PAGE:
More recently, we have worked alongside St. Mary’s Catholic Church in Sioux Falls. I remember feeling pretty small, yet part of the legacy of TSP, when we did a campuswide facility-condition assessment, and I reviewed the original 1949 school drawings designed by Harold Spitznagel. Collaborating with St. Mary’s has also generated a stronger sense of responsibility as I have personal connections, friendships and a shared faith that all shape my focus to provide greater value with all our work.

The Sanford Clinic and Lewis Pharmacy in Harrisburg is one of the most involved and literally close-to-home projects I have been part of. The role of project leader was a good fit for me from the beginning. Our team met with a large group of client representatives, and we shuffled and strategized with the floor plan front to back.

The work to squeeze more efficiency into the design and taking on the challenge to have it all fit made the project one we were proud of at the end. Our TSP team was able to facilitate those first meetings, then meet regularly with Fiegen Construction and Sanford throughout construction and finally attend the ribbon-cutting and open it to the public. Driving by every day, and even taking our kids there a few times, brings a bit of pride to have been a small part of a big advancement for my Harrisburg community.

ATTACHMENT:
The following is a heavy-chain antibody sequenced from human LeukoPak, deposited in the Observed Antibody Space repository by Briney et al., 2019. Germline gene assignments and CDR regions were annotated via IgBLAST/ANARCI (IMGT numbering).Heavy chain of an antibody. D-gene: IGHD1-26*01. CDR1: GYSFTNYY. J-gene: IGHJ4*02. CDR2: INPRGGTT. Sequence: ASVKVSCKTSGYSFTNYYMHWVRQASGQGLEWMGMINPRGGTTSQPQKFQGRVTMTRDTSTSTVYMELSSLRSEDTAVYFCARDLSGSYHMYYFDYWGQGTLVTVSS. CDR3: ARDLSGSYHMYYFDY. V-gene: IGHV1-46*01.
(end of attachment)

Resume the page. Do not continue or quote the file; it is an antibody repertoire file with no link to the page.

What is your typical workweek like?

A typical week for me includes at least two or three projects that are in an active design mode, generating steel, concrete, wood and other structural drawings by utilizing structural software and conducting design calculations.

Several other projects are in the construction phase, meaning I review shop drawings, take phone calls and facilitate coordination between our design and the product being constructed. Something will usually come up and requires attention or a visit to a construction site to look at something firsthand. All this project work involves collaboration with my TSP team members.

You have mentored high school students who are interested in engineering. What advice do you give them? 

Get in the field and see how things are built, learn to communicate with a group of people to achieve a multifaceted objective and take the risk of challenging yourself in STEM outside of school. It is exciting to see Harrisburg and other high schools help students get real-world experience in a professional career earlier in their life.

What do you enjoy doing when you’re not at work?

Spending time with my wife, Kellie, and our four children is a great gift. Kellie and I often share a look of joy when one of the kids does something funny or sweet as we watch them grow. We all look forward to a week together in the Black Hills each summer.

I enjoy fishing, golfing and horse riding. My dad and I were selected as horse riders in the 2022 Custer State Park Buffalo Roundup, which was an experience of a lifetime. I also enjoy running and completed the Sioux Falls half-marathon this past summer.